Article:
Thursday, September 4, 2008

Palin a Book Banner? McCain a Faulty Vetter?

My last entry in this group focuses on Sarah Palin and the issue of censorship in libraries. At the outset, I have to tell you that I am on the local chapter board of the New York Civil Liberties Union, and the chair of the Bill of Rights Day Essay contest run by the chapter. Last year, one of our essay topics was on the issue of banned and challenged books.

Now, with that as prologue, let’s look at the situation with Sarah Palin and the Wasilla library. First, we see Time magazine relying on an interview with John Stein, who was Sarah Palin’s predecessor as mayor of Wasilla, and who she beat twice in mayoral elections (perhaps not the best primary source for this, BTW):

Stein [n.b. John Stein, former Wasilla, AK mayor beaten twice by Ms. Palin] says that as mayor, Palin continued to inject religious beliefs into her policy at times. "She asked the library how she could go about banning books," he says, because some voters thought they had inappropriate language in them. "The librarian was aghast." That woman, Mary Ellen Baker, couldn't be reached for comment, but news reports from the time show that Palin had threatened to fire Baker for not giving "full support" to the mayor.

I saw a variation on the story in the New York Times (September 3, 2008):

Shortly after becoming mayor, former city officials and Wasilla residents said, Ms. Palin approached the town librarian about the possibility of banning some books, though she never followed through and it was unclear which books or passages were in question.

Ann Kilkenny, a Democrat who said she attended every City Council meeting in Ms. Palin’s first year in office, said Ms. Palin brought up the idea of banning some books at one meeting. "They were somehow morally or socially objectionable to her," Ms. Kilkenny said.

The librarian, Mary Ellen Emmons, pledged to "resist all efforts at censorship," Ms. Kilkenny recalled. Ms. Palin fired Ms. Emmons shortly after taking office but changed course after residents made a strong show of support. Ms. Emmons, who left her job and Wasilla a couple of years later, declined to comment for this article.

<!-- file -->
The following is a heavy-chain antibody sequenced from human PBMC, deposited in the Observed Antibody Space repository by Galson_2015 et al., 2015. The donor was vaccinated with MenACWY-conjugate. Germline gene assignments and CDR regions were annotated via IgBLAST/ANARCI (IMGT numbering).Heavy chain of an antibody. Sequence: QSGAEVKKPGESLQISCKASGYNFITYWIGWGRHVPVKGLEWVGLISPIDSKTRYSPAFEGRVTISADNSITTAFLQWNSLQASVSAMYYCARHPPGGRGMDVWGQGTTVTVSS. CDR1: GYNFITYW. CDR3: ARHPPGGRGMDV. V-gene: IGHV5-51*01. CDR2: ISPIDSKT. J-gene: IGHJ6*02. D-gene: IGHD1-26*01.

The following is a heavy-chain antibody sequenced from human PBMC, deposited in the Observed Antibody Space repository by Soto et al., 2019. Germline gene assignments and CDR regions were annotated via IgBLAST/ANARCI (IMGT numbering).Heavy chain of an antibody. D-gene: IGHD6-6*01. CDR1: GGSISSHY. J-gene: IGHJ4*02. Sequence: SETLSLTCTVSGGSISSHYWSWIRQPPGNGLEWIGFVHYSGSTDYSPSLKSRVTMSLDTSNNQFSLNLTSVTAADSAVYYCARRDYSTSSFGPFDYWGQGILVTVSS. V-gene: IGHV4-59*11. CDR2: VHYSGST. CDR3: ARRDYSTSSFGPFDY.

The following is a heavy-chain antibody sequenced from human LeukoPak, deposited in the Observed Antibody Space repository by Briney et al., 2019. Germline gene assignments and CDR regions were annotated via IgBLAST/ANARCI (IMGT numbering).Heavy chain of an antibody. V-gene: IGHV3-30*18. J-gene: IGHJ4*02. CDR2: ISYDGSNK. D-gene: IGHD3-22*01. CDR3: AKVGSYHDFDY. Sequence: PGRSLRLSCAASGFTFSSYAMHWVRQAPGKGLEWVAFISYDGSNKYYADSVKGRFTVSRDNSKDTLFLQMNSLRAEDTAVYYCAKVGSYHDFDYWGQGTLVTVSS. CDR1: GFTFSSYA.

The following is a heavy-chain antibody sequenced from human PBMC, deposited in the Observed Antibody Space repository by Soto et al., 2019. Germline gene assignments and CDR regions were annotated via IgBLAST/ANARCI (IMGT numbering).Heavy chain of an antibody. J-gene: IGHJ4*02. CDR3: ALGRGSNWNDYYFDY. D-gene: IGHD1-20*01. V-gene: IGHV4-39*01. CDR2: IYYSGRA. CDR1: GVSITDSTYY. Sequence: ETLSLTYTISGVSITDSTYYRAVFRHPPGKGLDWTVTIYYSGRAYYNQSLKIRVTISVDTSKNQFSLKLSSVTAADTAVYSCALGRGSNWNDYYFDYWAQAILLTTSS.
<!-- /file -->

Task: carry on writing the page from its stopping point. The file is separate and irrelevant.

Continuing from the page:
In 1996, Ms. Palin suggested to the local paper, The Frontiersman, that the conversations about banning books were "rhetorical."

Ms. Emmons was not the only employee to leave.

I doubt we'll see a completely unbiased source for this story - but at least we have corroboration from multiple quotes, including the following contemporaneous 1996 quote from the librarian (or so I believe).
I searched the web and found numerous variations on the same general censorship story – and a reference to that elusive article in the Mat-Su Valley Frontiersman from December 1996 – I believe that the following might be a reference to and partial quotation of the original source, which is not on-line:
[N.B. Mary Ellen Emmons is a Past President of the Alaska Library Association, and was the Wasilla Public Library director. I believe she is now known as Mary Ellen Baker.]

Palin Asked City Librarian About Censoring Books, Insisted It Was ‘Rhetorical.’

In 1996, according to the Frontiersman, Wasilla’s library director Mary Ellen Emmons said Palin asked her outright if she could live with censorship of library books. Emmons said, "This is different than a normal book-selection procedure or a book-challenge policy...She was asking me how I would deal with her saying a book can’t be in the library." Palin said in response, "Many issues were discussed, both rhetorical and realistic in nature." [Frontiersman, 12/18/96]

I don’t know if that is an accurate quote from the article, or even if it’s pure propaganda. What I do know is that this is an issue that needs to be addressed, and that the country should hear more from Mary Ellen Baker (formerly known as Mary Ellen Emmons), the brave librarian who stood up to the specter of unjust censorship (or so it would appear from all the reports).